In order to craft this evolving educational message, Kingston works with members of the Kansas State Extension Master Gardeners and Naturalists.
Master Naturalist Sami Aaron has been a key contributor to Pollinator Prairie’s educational programs. She also coordinates many of the site’s events and activities.
“Sami is the mastermind behind the evolution of Pollinator Prairie,” Kingston said.
Since planting her first garden 16 years ago, Aaron has immersed herself in the study of native plants and their benefits to wildlife.
“Instead of planting for the human eye, I plant for wildlife, and soil and water quality. It’s a different aesthetic,” she said.
Aaron pointed out that Pollinator Prairie’s seasonal gardens provide plants for different species of insects and wildlife to meet their unique nutrient, protection and other needs from season to season.
For example, bumblebees are essential to the pollinating ecosystem. During spring and early summer storms, they will slip down into the center of snapdragon blossoms to sleep. There they stay protected, so they can continue their valuable work, once the storms pass.
Nearly 30 percent of the 4,000 species of bees native to North America, including blue orchard bees and leafcutters, nest in the small tunnels of hollow plant stems during winter.
Unlike honey bees, that live in large colonies, these tunnel-nesting bees lead solitary lives. To make a nest, a female bee builds partitions made of mud, plant resins, leaf pieces or flower petals to divide the tunnel into a row of brood cells.
She fills each hollow plant stem cell with a mixture of pollen and nectar onto which she lays a single egg before sealing the cell and moving to the next one. Her offspring pass through the egg, larval, and pupal stages in the cell before emerging as adults to renew the cycle, usually the following year.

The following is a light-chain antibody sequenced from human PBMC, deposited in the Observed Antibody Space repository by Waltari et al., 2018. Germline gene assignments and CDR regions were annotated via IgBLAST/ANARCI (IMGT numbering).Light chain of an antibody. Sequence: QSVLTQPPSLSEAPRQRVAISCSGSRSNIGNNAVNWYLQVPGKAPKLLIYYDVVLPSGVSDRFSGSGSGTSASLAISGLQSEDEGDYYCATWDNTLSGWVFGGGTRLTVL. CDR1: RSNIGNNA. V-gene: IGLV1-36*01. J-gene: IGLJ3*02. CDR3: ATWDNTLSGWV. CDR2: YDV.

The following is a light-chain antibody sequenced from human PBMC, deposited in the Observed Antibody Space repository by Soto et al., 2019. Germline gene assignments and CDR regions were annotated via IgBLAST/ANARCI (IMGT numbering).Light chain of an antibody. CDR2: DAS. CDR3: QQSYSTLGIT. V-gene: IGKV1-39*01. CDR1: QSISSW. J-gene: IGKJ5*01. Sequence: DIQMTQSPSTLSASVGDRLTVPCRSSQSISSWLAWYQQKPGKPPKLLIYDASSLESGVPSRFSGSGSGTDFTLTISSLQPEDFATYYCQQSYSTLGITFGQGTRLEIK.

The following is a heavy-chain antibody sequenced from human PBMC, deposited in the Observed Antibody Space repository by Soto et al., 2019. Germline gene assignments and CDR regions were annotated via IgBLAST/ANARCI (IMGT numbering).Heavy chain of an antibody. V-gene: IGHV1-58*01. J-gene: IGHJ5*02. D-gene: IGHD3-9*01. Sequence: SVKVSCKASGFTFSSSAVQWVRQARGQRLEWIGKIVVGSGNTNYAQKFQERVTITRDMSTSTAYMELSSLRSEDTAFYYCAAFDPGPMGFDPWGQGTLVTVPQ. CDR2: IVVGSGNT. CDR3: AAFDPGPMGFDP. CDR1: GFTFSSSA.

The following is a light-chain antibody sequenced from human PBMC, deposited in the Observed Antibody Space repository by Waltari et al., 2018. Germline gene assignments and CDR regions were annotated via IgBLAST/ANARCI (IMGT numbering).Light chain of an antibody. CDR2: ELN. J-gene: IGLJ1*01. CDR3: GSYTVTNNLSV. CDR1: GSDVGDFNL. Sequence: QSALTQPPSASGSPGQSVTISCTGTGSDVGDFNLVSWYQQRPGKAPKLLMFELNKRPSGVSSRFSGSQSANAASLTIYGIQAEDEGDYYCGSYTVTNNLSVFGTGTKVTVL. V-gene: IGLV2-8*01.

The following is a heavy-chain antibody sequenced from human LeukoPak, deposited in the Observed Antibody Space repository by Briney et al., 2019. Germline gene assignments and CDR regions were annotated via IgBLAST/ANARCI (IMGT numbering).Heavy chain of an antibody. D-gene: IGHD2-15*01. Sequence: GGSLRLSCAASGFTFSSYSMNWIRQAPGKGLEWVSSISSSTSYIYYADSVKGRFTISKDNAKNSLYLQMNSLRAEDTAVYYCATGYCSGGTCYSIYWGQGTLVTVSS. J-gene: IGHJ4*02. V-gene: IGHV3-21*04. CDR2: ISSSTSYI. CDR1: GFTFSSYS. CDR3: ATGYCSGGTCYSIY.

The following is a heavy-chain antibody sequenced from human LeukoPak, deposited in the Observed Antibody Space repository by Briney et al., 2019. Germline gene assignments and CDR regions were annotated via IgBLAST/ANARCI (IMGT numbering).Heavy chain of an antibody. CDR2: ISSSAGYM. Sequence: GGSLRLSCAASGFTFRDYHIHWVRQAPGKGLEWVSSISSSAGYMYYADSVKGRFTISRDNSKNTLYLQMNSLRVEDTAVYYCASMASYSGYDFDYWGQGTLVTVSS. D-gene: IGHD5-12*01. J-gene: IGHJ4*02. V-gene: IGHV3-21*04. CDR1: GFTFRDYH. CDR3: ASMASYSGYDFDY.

Leaving the dead plant stalks up over winter until March allow these important pollinators a chance to mature and emerge to start their life cycle again.
Several special events take place throughout the year at Pollinator Prairie during which visitors can learn more about pollinators and growing native plants. In June, they hold a week-long event that coincides with National Pollinator Week and, during the monarch migration in September, they host a monarch tagging event. In addition, new native gardeners can learn about transforming a patch of grass into a chemical-free pollinator garden.
Prior to working on the Pollinator Prairie project, Kingston herself was a new gardener with no prior experience or knowledge of native plants. Much has changed in the past six years.
“This place has become part of who I am. It’s been a big learning curve, but now I can tell you what you need to plant in a pollinator garden — and what we all need to do to take this into the future.”
Located at 320 S. Blake St., Pollinator Prairie is open year round to the public, free of charge. For more information, contact the Pollinator Prairie at pollinator.org/pollinator-prairie.